It took me a solid few weeks before I understood what Velvet has been trying to tell me and it’s just that….we can’t fix the CG only ourselves.
    I know my CG has noticed my shift in priorities. I’m trying to stay the course.
    But I think before you will be able to take care of you and begin your recovery, you need to know your CG’s gambling is not your problem to fix it’s his. You can’t take care of him and you can’t make him better….he has to do that. You can set boundaries for him based upon what you need and you can be a listening ear.
    What you are doing I did. That is the only reason I feel I can speak so bluntly. I am keeping you in my thoughts.


    Hi Adele,
    I can see why you are confused as this addiction is always sending mixed message. It knows when to be nice, it knows how to twist situations in its favor and it knows how to be mean as he**. One can never trust it, but of course it is within the one we love, but, still this is not an excuse.
    You see it is your husband that has chosen to gamble. He is the one not the addiction. The addiction cannot operate alone. It can whisper sweet nothings in his ear, but it cannot physically make him gamble. Each cg is it’s lifesource and unfortunately, we become one as well when we enable and tolerate gambling.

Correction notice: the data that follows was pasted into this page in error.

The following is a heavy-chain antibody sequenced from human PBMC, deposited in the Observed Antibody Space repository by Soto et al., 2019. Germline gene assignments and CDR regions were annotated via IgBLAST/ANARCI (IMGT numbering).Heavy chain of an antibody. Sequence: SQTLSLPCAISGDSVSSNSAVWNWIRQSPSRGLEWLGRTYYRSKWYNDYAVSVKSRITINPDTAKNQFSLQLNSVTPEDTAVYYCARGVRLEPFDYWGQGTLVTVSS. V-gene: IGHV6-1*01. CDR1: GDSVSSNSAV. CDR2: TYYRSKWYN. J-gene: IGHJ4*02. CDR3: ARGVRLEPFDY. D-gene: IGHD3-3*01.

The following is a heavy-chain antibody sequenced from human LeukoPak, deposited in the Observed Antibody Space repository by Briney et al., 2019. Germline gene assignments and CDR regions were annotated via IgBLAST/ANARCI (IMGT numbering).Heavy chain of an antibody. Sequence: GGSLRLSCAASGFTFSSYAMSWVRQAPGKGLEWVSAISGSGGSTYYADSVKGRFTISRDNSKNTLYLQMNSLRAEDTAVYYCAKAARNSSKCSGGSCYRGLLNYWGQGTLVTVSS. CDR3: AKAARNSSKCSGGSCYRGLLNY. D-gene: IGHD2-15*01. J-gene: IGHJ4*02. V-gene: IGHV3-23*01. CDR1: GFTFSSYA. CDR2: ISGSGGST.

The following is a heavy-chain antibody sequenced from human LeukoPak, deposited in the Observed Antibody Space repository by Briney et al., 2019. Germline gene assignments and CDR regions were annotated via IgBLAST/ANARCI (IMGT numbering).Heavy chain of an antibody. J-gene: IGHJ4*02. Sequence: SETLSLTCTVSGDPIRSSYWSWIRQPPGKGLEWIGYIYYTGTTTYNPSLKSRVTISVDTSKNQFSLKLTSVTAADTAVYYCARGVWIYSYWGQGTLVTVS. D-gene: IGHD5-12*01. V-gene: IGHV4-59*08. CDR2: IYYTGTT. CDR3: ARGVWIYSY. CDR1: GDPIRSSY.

Continue to concentrate on your recovery, as you are doing well. It is important for you to let your husband take responsibility in his recovery. He has got to want it more than anything for it to work.
    XXXTwilight(I believe we get our greatest strength from the hardest obstacles)


    Dear Adele
    What sort of threads would you like to read?   I will point you to a couple and see it they are the sort that help.   Like so many others Meglee had more than one thread but she came to this site having moved on in a different way to me – one thread was ‘Finding Peace’.  There is  ‘Movedon’ who posted the following 

    Hi to all, a few people asked me to put this letter for all to read – I have found it really helpful on many many occasions & I hope it will help any of you who read it too.

    A time comes in your life when you finally get it… When in the midst of all your fears and insanity you stop dead in your tracks and somewhere the voice inside your head cries out – ENOUGH!

    Enough fighting and crying or struggling to hold on. And, like a child quieting down after a blind tantrum, your sobs begin to subside, you shudder once or twice, you blink back your tears and through a mantle of wet lashes you begin to look at the world through new eyes.